Last week, with scarcely a ripple in the public consciousness, a new initiative was quietly launched that could profoundly alter the world’s international security landscape for decades ahead.
Before recessing for the Christian holy days, the United Nations Security Council approved, 15-0, a resolution to attach a combat-ready “Intervention Brigade” to the existing 17,000-troop U.N. peacekeeping force in the Democratic Republic of the Congo. The brigade has the mission to “carry out targeted offensive operations”—for sixty years a U.N. no-no—”with the responsibility of neutralizing armed groups” that threaten state authority in eastern Congo. The more aggressive military posture is intended to “make space for stabilization activities.”
The reasons the U.N. force has attracted such little notice are (1) this is a long-running conflict in Africa, a continent whose problems of poverty and conflict simply do not interest hard-nosed practitioners of realpolitik; and (2) the United Nations has crossed the threshold into use of force in the past, whether against Iraqi occupiers, Bosnia’s Serbs, Somali pirates, Sudanese janjaweed, or Ivoirian factions.
And there is a third reason: It has served the interest of all parties to pretend, as China’s ambassador Li Baodong insisted, that “deployment of this intervention brigade doesn’t constitute any precedent nor does it affect the United Nations’ continued adherence to the peacekeeping principles.”
Yet the addition of an intervention brigade quite clearly has moved the line—or, as British representative Mark Lyall Grant said, put the U.N. security roles into “new territory.” If it succeeds, there will surely be calls for international combat missions to “enforce peace” in other extreme cases in coming years. If the brigade is humiliatingly defeated, or cannot even be assembled, the United Nations will continue the complex peacekeeping roles in which it has specialized for the past few decades, and leave forceful interventions—should they be undertaken at all—to others.
When broad international consensus has gelled on the need to use military force to quell violence that threatens the peace of an entire region, the Security Council has since 1990 typically deputized a sheriff’s posse: it authorizes concerned states to lead the charge and work out among themselves the command arrangements. The elder President Bush brilliantly assembled such a coalition to oust Iraqi forces from Kuwait, and his scrupulous adherence to the limited goals of the council authorization served to legitimize what many governments called the “subcontracting” of the Security Council’s enforcement power to individual states.
But big powers aren’t interested in sending their troops to Congo, and many states have soured on deputizing posses like the one that allied itself with rebels in Libya. Even in places where U.S. political interests loom large, costly quagmires in Iraq and Afghanistan have made Americans very leery of unilaterally leading military engagements against purported malefactors.
President Obama drew an apt moral equivalence when he asked, “How do I weigh tens of thousands who’ve been killed in Syria versus the tens of thousands who are currently being killed in the Congo?” At least for a U.N. intervention brigade in the Congo, Obama was able to muster unanimous support in a Security Council that has been bitterly divided on Syria. It helped that no state, not even Rwanda, today finds any redeeming value in the latest armed groups wreaking havoc in eastern Congo and prolonging the world’s most lethal conflict in decades.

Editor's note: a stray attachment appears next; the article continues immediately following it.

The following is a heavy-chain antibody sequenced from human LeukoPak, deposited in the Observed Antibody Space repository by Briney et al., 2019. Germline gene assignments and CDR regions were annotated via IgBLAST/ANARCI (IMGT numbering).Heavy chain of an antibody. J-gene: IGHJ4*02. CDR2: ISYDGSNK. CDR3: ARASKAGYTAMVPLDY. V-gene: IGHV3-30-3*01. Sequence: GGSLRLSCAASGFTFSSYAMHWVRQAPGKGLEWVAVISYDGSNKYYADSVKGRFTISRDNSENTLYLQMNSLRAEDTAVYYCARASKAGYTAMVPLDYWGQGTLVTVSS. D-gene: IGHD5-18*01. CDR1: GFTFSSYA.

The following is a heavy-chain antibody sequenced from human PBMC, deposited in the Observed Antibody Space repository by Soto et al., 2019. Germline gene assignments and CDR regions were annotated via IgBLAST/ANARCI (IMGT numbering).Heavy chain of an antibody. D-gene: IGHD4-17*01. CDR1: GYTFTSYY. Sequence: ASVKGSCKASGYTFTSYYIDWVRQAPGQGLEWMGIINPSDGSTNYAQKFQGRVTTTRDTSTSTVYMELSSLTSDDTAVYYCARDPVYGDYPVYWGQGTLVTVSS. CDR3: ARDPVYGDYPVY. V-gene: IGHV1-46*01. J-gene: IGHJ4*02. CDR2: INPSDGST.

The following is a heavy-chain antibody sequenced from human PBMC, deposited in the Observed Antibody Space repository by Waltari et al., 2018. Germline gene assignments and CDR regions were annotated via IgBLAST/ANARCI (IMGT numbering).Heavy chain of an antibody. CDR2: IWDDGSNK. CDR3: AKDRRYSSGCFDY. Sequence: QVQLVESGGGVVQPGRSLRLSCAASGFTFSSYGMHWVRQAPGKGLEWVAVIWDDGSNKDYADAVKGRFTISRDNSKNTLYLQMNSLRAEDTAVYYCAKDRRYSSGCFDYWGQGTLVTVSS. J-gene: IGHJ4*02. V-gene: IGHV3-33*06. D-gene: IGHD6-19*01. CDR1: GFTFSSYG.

The unanimous U.N. vote masked some very real concerns that the organization will lose its global moral authority if it becomes associated with fighting wars rather than halting them. Guatemala’s Gert Rosenthal voiced the worry that the United Nations could forfeit its unique role as “honest broker” between adversaries—especially when domestic armed factions are challenging a government.
Yet this is a risk he and the rest of the council were willing to take, given the fifteen-year deadly record of armed spoilers in eastern Congo. France’s ambassador Gérard Araud celebrated their expected neutralization as “a step toward peace enforcement.” Britain’s Lyall Grant predicted that fusing an enforcement brigade with the larger force of lightly armed peacekeepers, together with the U.N.’s large civilian team that is working to bolster the Kinshasa government’s hollow capacities, “is the recipe for success”: “This is one Mission with one mandate, one Special Representative and one Force Commander.”
Lyall Grant’s recipe of unified international authority contrasts vividly with the stove-piped missions under fragmented authority in Bosnia, Kosovo, and (the most expensive of all) Afghanistan. If this latest U.N. mission does succeed at building a nation out of the sprawling fragments of the Congo, it will surely provide a template for dealing with other appallingly violent conflicts in the future—one that reduces dependence on U.S. military power and Washington’s will to use it. In that case, we may expect new practices and institutions germinating globally to handle twenty-first century disorder.
The council resolution specifically demands progress on implementing an agreed “peace consolidation program,” as well as the Kinshasa government’s fulfillment of commitments for democratization, police and army reform, and reform of government institutions. This has been hard enough to achieve in Kabul, with vastly greater resources. If some rickety stability can take hold in Congo, it will be a welcome precedent indeed.
Oh—and just in case, the Security Council included a requirement that “the Intervention Brigade will have a clear exit strategy.” Insha’allah.